‘Charlie’s alive,’ declared John Passmore, a former SAS colonel seconded to MI5 after losing an arm in the first days of the Iraq invasion in 2003. ‘The confirmation from the Russian Foreign Ministry is that he’s wounded, shot, but there are no details of how badly. Four died in the airport shoot-out: two MI6 men, an uninvolved arab who was in front of Charlie and a militia security officer. We don’t have a definitive number of wounded. The estimate is twelve, at least half of them seriously. We have to expect more deaths. I’ve forwarded to the emergency committee the very preliminary report from Ian Flood, who headed our extraction team.’
‘You sure Flood’s sound on everything he saw?’ asked Jane Ambersom, the deputy director.
‘One hundred percent sound,’ insisted Passmore. ‘Flood is definite he saw the gun in Briddle’s hand.’
‘Firing at whom?’ broke in Jane Ambersom, tensed forward in her seat.
‘Charlie,’ declared the operations director, positively.
Silence settled in the suite, Aubrey Smith’s concentration appearing to be upon a tandem-linked London barge making its arthritic way down the Thames. Eventually he said, ‘We’ve got a credible, trained witness to a British MI6 officer shooting a British MI5 officer with the clear intent to kill.’
‘Yes,’ confirmed Passmore, reaching across to his empty left side, an unconscious habit familiar to the other two.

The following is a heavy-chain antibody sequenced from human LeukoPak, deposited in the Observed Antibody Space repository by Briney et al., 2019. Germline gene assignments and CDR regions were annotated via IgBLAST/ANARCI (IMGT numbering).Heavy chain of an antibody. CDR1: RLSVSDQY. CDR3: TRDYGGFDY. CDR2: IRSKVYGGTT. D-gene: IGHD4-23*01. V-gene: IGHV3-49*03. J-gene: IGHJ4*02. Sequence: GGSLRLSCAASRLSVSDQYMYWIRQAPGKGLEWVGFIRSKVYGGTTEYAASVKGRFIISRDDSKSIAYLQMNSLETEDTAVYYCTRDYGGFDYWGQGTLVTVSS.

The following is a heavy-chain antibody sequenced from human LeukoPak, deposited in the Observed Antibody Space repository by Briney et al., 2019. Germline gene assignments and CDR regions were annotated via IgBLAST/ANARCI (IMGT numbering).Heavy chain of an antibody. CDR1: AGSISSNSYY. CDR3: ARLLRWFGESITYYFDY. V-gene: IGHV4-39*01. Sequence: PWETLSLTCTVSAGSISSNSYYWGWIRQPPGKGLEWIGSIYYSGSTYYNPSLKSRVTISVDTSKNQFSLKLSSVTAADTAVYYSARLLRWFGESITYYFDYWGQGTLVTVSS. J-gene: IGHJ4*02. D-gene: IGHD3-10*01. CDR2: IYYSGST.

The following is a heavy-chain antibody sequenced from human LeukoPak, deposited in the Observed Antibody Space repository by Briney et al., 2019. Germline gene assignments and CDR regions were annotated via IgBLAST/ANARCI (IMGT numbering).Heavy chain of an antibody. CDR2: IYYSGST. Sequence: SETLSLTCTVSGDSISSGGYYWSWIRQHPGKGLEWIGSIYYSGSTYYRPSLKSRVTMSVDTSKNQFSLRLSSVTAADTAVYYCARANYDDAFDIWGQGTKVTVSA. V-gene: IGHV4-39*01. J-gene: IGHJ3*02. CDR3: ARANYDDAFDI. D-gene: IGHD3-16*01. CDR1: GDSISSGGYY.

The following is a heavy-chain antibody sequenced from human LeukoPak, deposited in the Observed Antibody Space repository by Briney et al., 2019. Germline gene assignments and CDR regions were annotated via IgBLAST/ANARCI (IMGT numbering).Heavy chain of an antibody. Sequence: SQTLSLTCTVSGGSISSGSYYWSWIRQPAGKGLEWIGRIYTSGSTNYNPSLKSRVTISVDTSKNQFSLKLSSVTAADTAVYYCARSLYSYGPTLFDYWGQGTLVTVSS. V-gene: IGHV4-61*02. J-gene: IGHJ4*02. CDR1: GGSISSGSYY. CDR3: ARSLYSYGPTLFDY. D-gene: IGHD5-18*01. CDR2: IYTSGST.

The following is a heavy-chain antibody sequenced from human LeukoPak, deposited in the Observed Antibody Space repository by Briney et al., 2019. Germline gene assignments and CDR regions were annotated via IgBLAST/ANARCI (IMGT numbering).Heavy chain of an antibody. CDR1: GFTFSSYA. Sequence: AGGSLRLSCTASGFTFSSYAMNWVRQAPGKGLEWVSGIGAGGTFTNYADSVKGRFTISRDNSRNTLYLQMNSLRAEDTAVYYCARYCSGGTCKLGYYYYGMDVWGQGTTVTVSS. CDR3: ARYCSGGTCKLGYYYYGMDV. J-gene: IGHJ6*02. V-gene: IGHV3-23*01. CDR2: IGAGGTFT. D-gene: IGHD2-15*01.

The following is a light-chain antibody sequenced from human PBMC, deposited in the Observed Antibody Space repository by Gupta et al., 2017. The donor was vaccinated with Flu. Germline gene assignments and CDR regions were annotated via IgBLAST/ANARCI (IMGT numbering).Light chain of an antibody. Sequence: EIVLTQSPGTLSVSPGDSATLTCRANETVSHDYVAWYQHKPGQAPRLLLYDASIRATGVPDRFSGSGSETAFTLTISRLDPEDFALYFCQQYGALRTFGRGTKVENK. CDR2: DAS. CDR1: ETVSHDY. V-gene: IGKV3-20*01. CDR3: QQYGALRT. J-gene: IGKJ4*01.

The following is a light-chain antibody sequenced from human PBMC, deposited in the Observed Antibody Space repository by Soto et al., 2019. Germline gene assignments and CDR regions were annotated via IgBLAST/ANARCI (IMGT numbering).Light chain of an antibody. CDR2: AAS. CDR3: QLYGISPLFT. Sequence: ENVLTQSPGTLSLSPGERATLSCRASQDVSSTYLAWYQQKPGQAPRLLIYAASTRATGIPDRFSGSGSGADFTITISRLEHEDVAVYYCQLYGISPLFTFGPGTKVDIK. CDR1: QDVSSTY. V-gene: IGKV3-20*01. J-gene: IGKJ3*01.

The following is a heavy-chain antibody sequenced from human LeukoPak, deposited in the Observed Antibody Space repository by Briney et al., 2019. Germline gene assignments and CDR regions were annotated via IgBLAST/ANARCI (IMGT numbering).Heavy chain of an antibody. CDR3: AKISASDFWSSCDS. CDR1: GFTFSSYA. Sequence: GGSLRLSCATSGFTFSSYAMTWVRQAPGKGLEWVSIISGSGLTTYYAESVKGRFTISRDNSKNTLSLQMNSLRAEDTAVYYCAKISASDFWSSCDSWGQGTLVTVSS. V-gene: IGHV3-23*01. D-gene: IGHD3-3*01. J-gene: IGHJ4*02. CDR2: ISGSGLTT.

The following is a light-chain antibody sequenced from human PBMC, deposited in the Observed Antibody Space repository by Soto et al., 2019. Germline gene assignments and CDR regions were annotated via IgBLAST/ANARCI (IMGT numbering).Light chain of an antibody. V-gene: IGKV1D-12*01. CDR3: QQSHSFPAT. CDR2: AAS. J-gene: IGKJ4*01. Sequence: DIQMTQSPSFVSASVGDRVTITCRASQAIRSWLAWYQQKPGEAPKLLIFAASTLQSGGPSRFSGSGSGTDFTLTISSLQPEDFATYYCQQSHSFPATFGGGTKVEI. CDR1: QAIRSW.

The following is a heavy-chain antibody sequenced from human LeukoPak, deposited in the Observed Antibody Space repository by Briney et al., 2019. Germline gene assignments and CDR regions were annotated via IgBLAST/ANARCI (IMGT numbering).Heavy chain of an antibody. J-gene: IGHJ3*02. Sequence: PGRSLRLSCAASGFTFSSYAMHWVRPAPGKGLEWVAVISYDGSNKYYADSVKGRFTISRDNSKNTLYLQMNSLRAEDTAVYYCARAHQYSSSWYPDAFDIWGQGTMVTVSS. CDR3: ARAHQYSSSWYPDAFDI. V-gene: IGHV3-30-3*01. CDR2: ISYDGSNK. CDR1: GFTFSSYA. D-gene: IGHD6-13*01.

‘Are we going to make the direct accusation against Monsford today?’ asked Jane Ambersom, who’d initially seen her manipulated transfer from MI6 deputy to the parallel position in MI5 as an escape to the safer side of the internecine war between the two intelligence directors but wasn’t totally sure now that she was on the winning side.
‘No,’ decided Smith, to the visible surprise of the other two. ‘When we release what I wish was a real trapdoor I want to be sure that Gerald Monsford hangs by the neck until he’s dead.’
*   *   *
‘We realized you’d recovered consciousness an hour ago but I guess it was earlier than that, declared a voice Charlie instantly recognized. ‘Why don’t you open your eyes so we can talk, Charlie? That’s what you’ve got to learn now, how to talk about everything I want to hear.’
Mikhail Guzov, the FSB general whom Charlie had outwitted during his most recent assignment, smiled down at Charlie as he finally opened his eyes. Guzov was a tall man of pronounced ugliness, thin to the point of appearing skeletal. Charlie had months before determined that the man compensated for his physical appearance by dressing immaculately in suits hand tailored for him, which Charlie hadn’t believed possible in Moscow. Today’s was grey striped, Charlie saw, looking at Guzov at the side of his bed. ‘You’re certainly not who I expected to see.’
‘There’s going to be so much you didn’t expect,’ said Guzov, grimacing an intended smile of satisfaction. ‘Who would have imagined things turning out like this?’
Charlie was able to look properly sideways to where his left side was virtually embalmed in bandages. ‘It looks bad.’
The grimace this time came with a snorted laugh. ‘The bullet missed every bone, anything important and stopped just short of your left shoulder: all you’re suffering is extensive bruising and shock.’
‘What about the bullet?’
‘So close to the surface it popped out like a bean from its pod.’
‘Sounds like I was lucky.’
‘We’ve got all the time in the world for you to decide if you’re lucky or not, Charlie. I really don’t think you’re going to feel lucky by the time it all ends.’

 
Copyright © 2013 by Brian Freemantle